“It consists of three stages: awareness, consideration and decision,” she says of the journey, also called the “sales funnel.” “Campaigns that address consumers’ questions and address their needs in these stages will help move them along to convert to a customer.”

Michael Coughlin, founder and creative director at Digital Blue Creative, a Boston-based digital advertising agency, likes to use the term “earned media” when describing effective campaign strategies that garner the attention and trust of today’s consumer. He says traditional “paid media” strategies are outdated due to a number of factors, including search-engine and network saturation.

So marketers should focus on building authentic campaigns as a way to break through all the clutter.

“The companies that try to shove [a message] down your throat get negative backlash [from today’s consumers], Coughlin says. “The companies that create content that’s compelling or a story that’s compelling, they attract people based on the quality of the work that they do. I think brands that are authentic will attract customers rather than having to chase them down.”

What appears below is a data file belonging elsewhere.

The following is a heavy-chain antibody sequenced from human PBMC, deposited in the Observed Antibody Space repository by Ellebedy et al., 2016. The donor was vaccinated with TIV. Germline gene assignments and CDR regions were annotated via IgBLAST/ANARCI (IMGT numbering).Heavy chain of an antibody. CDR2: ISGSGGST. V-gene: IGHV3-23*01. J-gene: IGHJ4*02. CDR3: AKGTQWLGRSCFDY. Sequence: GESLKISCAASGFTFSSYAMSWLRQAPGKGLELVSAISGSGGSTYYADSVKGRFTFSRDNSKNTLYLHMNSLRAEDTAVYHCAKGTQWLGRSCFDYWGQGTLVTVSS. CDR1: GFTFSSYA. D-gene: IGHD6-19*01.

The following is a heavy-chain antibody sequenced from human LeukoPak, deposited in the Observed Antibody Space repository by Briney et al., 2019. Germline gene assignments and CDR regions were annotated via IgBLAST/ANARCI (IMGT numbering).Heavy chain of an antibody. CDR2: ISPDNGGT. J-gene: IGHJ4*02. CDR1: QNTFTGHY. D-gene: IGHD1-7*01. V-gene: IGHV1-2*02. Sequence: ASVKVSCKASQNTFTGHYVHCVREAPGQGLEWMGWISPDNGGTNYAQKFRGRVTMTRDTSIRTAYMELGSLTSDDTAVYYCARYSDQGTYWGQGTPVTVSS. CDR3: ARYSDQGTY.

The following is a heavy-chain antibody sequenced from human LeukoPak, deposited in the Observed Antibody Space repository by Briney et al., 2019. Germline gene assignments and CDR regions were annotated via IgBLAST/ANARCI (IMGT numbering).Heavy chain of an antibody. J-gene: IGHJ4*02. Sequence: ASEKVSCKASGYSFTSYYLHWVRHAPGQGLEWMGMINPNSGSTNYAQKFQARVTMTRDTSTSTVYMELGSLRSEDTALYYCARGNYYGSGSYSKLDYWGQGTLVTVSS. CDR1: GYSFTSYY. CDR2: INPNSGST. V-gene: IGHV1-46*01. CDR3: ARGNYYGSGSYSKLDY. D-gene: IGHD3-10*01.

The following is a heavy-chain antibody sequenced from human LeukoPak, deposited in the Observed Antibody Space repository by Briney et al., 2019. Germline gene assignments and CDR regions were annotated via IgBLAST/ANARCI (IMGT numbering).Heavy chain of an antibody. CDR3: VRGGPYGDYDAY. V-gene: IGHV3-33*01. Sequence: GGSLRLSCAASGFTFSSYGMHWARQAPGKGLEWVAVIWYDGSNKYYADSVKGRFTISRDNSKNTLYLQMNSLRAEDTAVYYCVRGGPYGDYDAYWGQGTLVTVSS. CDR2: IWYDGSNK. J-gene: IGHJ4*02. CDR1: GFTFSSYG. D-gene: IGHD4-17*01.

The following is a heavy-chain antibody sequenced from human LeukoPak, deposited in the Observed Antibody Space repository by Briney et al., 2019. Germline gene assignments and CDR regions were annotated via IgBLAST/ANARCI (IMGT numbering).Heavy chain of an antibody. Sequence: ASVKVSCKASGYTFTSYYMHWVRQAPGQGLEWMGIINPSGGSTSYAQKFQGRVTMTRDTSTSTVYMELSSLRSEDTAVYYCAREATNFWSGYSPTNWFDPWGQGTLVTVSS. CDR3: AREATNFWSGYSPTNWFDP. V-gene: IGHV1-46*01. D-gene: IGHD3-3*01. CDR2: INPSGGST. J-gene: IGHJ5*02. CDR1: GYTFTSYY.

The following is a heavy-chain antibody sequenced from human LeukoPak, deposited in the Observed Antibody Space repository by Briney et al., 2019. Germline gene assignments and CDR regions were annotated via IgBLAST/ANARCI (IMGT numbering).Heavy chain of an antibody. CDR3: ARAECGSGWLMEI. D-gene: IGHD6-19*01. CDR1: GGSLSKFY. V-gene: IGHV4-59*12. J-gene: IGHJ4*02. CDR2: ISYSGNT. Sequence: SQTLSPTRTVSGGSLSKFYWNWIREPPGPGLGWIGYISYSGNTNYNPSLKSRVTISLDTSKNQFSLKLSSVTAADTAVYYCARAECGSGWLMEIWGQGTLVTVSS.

Why content is king

Trust doesn’t just happen overnight – earning it is a gradual process that, when complete, results in a consumer who is comfortable and has minimal apprehension. Young says feelings of empowerment can be developed, with consumers feeling that any resulting buying decisions were made “for the right reasons, not because they ‘were sold.’”

“This way, [consumers] are less likely to second-guess whether it was the right choice,” she says. “They’re also more likely to remain loyal – as long as the company delivers on its promises – rather than using the company once and moving on to another provider for the next promotion they encounter.”

Today’s marketers can achieve the “non-salesy” approach via various avenues, such as content marketing. Some tools that can be employed include blogs, which offer the advantages of frequency, timeliness, inexpensive production and ease of distribution.

Sternal says regardless of the outlet, consumers have to find the content useful for it to have maximum effect. “Content can come in the form of written content, video content and audio content, and any marketing vehicle that leverages engaging, educational and entertaining content will have great impact on a consumer.”